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Friday, September 21


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#1 dirac

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Posted 22 September 2012 - 10:46 AM

Reviews of Houston Ballet's Women @ Art program.

CultureMap Houston

I have remained largely indifferent to Barton’s work in recent years, but my attitude has changed drastically with this landmark dance. It is a gem for Houston Ballet and a deeply experimental piece that furthers the contemporary ballet repertory. Other companies will want to perform it. With 27 dancers, it not only makes an enormous impact, but also exploits the many attributes of the ensemble.


The Houston Chronicle

Planet Barton is a cheeky place with a language of its own. The intricate movement glimmers with simple, highly punctuated gestures. (Sometimes they appear to riff on the magical moments of George Balanchine's "Serenade.") You have to smile at the sight of so many feet glued to the floor, with the bodies above tilting this way or that.



#2 dirac

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Posted 22 September 2012 - 10:49 AM

A story on attending the New Haven Ballet’s Open Division Beginner’s Course by Kate McMillan for The Yale Daily News

For an hour and a half, once a week, I don’t question anything. There’s no unwritten rule at New Haven Ballet that I have to be critical of everything I hear or analytical about anything I do. Clichés are welcome, because there’s no pressure to be original; messing up is okay, because that’s really the only way to learn; closing your eyes whenever you feel like it is allowed, because you won’t miss eight vital things for every second your eyelids rest. This is a class not about being good, or even a class about doing good. It’s a class and a space and a time about feeling good. And for an hour and a half, once a week, I don’t worry about letting anybody down.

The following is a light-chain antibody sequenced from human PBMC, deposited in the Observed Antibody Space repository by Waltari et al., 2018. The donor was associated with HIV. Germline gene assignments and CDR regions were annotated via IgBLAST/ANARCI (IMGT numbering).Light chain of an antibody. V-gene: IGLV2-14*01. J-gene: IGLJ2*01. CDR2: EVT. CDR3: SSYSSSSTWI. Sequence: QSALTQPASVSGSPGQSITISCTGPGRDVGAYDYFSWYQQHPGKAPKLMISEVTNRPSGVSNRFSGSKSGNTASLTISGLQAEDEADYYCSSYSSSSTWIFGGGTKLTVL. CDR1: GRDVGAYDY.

#3 dirac

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Posted 22 September 2012 - 10:52 AM

Verb Ballets premieres "Carnival of the Animals" next month at a zoo.

Choreographed by Richard Dickinson and set to the music of the same name by Camille Saint-Saens, the 30-minute ballet is called an ideal introductory classical piece for young children.



#4 dirac

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Posted 22 September 2012 - 11:02 AM

Reviews of New York City Ballet's gala.

The New York Times

New York City Ballet's gala on Thursday night managed to do disservices to both ballet and fashion. Three dances were presented with new costumes by the fashion designer Valentino, as was a world premiere; a Balanchine ballet was performed with its three lead roles redistributed among eight dancers; and Valentino was honored in film and, finally, onstage. This should have amounted to something substantial. The proceedings, however, kept suggesting that couture and ballet have less in common than we might hope.


The Faster Times

A gala, is a gala, is a gala, as they say. Which is to say that the ballet portion of the evening is a mere amuse-gueule leading up to the main event, the dinner and (non-professional) dancing, for which guests have paid a pretty penny, a large portion of which (one hopes) will be recycled into useful things like salaries, pointe shoes, piano tuners and the electricity bill. Galas are intrinsically light, glittering affairs, so it's pointless to complain if what one sees onstage is not really on a par with the rest of the season. So I won't.


Red carpet pix from the gala.

#5 dirac

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Posted 22 September 2012 - 11:03 AM

A report on Pacific Northwest Ballet at the Guggenheim by Carol Pardo for danceviewtimes.

What did Balanchine want? Why did he want it and when? The question of the ur-text of his ballets, and revisions to that text, has been a flash point among those who love Balanchine’s work since the choreographer’s death in 1983. Balanchine’s reaction, quoted by Peter Boal, director of the Pacific Northwest Ballet, the genial commentator in command of this issue of Works and Process, was "I can change [my ballets] if I want to." Excerpts from "Apollo", "Agon" and "The Four Temperaments", and "Tchaikovsky pas de deux," gsiven in full, performed by PNB dancers (Maria Chapman, Benjamin Griffiths, Carla Körbes, Seth Orza, Lesley Rausch and Matthew Renko) provided incontrovertible evidence that change them he did.



#6 dirac

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Posted 22 September 2012 - 11:18 AM

Barbara Newman writes on San Francisco Ballet's visit to London in The San Francisco Chronicle.